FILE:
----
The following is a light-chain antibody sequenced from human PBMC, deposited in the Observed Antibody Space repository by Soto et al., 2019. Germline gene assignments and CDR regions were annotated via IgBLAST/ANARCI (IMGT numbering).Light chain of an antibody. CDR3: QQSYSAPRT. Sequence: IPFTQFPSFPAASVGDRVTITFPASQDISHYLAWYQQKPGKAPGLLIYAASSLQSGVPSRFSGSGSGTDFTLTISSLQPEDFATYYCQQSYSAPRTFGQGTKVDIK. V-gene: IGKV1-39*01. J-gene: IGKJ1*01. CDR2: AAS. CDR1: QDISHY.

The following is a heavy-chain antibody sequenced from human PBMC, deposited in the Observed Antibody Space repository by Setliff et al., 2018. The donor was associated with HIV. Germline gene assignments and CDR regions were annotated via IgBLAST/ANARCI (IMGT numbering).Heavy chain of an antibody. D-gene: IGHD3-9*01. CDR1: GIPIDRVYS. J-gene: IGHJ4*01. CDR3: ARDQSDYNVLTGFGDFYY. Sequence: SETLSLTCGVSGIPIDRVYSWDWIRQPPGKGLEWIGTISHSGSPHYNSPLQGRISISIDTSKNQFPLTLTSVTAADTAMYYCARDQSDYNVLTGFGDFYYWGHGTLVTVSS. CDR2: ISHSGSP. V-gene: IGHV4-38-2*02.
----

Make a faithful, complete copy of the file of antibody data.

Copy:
The following is a light-chain antibody sequenced from human PBMC, deposited in the Observed Antibody Space repository by Soto et al., 2019. Germline gene assignments and CDR regions were annotated via IgBLAST/ANARCI (IMGT numbering).Light chain of an antibody. CDR3: QQSYSAPRT. Sequence: IPFTQFPSFPAASVGDRVTITFPASQDISHYLAWYQQKPGKAPGLLIYAASSLQSGVPSRFSGSGSGTDFTLTISSLQPEDFATYYCQQSYSAPRTFGQGTKVDIK. V-gene: IGKV1-39*01. J-gene: IGKJ1*01. CDR2: AAS. CDR1: QDISHY.

The following is a heavy-chain antibody sequenced from human PBMC, deposited in the Observed Antibody Space repository by Setliff et al., 2018. The donor was associated with HIV. Germline gene assignments and CDR regions were annotated via IgBLAST/ANARCI (IMGT numbering).Heavy chain of an antibody. D-gene: IGHD3-9*01. CDR1: GIPIDRVYS. J-gene: IGHJ4*01. CDR3: ARDQSDYNVLTGFGDFYY. Sequence: SETLSLTCGVSGIPIDRVYSWDWIRQPPGKGLEWIGTISHSGSPHYNSPLQGRISISIDTSKNQFPLTLTSVTAADTAMYYCARDQSDYNVLTGFGDFYYWGHGTLVTVSS. CDR2: ISHSGSP. V-gene: IGHV4-38-2*02.